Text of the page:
My brother and I scampered down the dirt road towards the river. We spent many happy hours there, swimming
and playing in the sand. It was a great way to spend a summer day. The sand was clean and white, with shiny flecks
of fools gold scattered through it. Huge, old Oak trees lined both sides of the bank, plentiful enough to give the illusion
of a forest to two small children with large imaginations.
Rick, a skinny, tow-headed, eight-year-old
know it all, would try anything. He had never met fear except in the form of Dad. He did not mess with Dad. Ever.
Other than that though, he was fearless.
I was almost seven, the only girl in the family, with three brothers, of which Rick was the oldest. We
were very lucky to live where we did, and considered the river was our yard, our park, our fantasy world.
Rick and I swam and fished. When we tired of that, we would leave the water to race across the burning
sand toward the bank. I would run on my tip toes, drawing my feet up high, trying to step into Rick's footprints. We
figured the sand would be cooler on my feet if I did that. Rick said he had knocked some of the heat out of it already.
"It ain't workin', Rick. Its still hot."
"Pick your feet up higher Ree, the air will cool them off."
"It don't either, and
my other foot is in the sand and it's burnin'!" I would stand on one foot as long as I could and then switch in
tears. Rick would finally convince me to get moving again.
We would reach the bottom of the bank, finally, finding a bit of shade and jumping on any piece of grass or weeds
we could find. Invariably, there would be puncture vines. Stickers. Our blistered feet were further tormented
by being unable to avoid the puncture vines that grew along the ground under and in the grass. As we became older, we
remembered to grab our shoes as we left the water.
"Ree, walk like this, then you will miss the stickers."
I tried. I placed my hands on the ground in front of me, and duck-walked across the sticker patches, just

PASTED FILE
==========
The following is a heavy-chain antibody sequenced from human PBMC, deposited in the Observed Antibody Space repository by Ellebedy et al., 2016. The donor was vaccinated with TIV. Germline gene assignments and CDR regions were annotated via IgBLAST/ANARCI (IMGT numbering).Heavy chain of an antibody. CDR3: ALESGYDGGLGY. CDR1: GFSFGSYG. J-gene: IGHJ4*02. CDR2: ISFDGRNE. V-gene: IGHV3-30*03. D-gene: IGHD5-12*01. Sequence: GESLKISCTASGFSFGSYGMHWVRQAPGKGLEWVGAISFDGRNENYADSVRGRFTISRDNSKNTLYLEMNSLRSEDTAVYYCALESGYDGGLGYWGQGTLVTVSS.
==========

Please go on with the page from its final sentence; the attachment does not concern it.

like Rick was doing. Now we had stickers in our hands as well as our feet.
It was no
picnic. The life of a country kid is not all it's made out to be. We would have to stretch between each patch
of grass, searching the ground, trying to avoid the stickers. It was an impossible task.
Once at the top of the small bank, Rick and I would explore. We would imagine a time of long ago.
"I wonder who walked here a hundred years ago?" We wondered. Rick surely encouraged my imagination. He also
practiced refining his sense of humor on me. For instance, having me reach for something when he knew there was a spider
on it. Anything that got a yell out of me, got a laugh out of him. If he happened upon a gopher snake slithering
under the weeds, he would pick it up on a stick and scare me half to death. We knew which spiders were poisonous.
Actually, I didn't yet but Rick said he did and I trusted him. There were no poisonous snakes in our part of the world,
so we were safe. But, I didn't like snakes being swung at me, poisonous or not.
"Stop it, Rick! I'm gonna tell Mama!" I repeated these words over and over for years. He never
stopped, and I never told Mama. We really did like each other.
After a bit of exploring and tree climbing, we would head back toward the water. Having learned a lesson,
we searched for a shorter stretch of sand, one that had more dirt mixed in it; dirt doesn't get as hot as sand does.
Once more picking our way back down the bank, suffering the torture of the goat heads, and a few more blisters
from the sand, I ran full out, anticipating the cool of the water on my burning feet. The water felt wonderful once
I reached it. Rick went on to the bridge.
"Hey. Look up here!"
I looked up toward the sound of his voice, ready to laugh at whatever antic he was up to. The smile froze
on my face when I saw him. I couldn't believe he would do such a thing.
There he was, standing on the bridge railing, doing
a Tarzan imitation. He was beating his chest and ah oo ah'ing.
I screamed at him, "Don't jump!"
He didn't jump, but he did fall. He said it was my fault.
"You hollered at me and made me fall."
He tried so very hard to laugh about it.
Today, in the Summer of
1997, we sit watching the rings caused by fish dimpling the glassy surface of Rick's pond. It is very near his front
porch in his beloved Oklahoma, the land of his birth. Fifty years have passed as we reminisce about the stupid, funny
things we did as children. Rick still tries to laugh, and he says he still feels the pain, and, it's still my
The softness of sand is very shallow and misleading. Hidden directly under the surface is brick.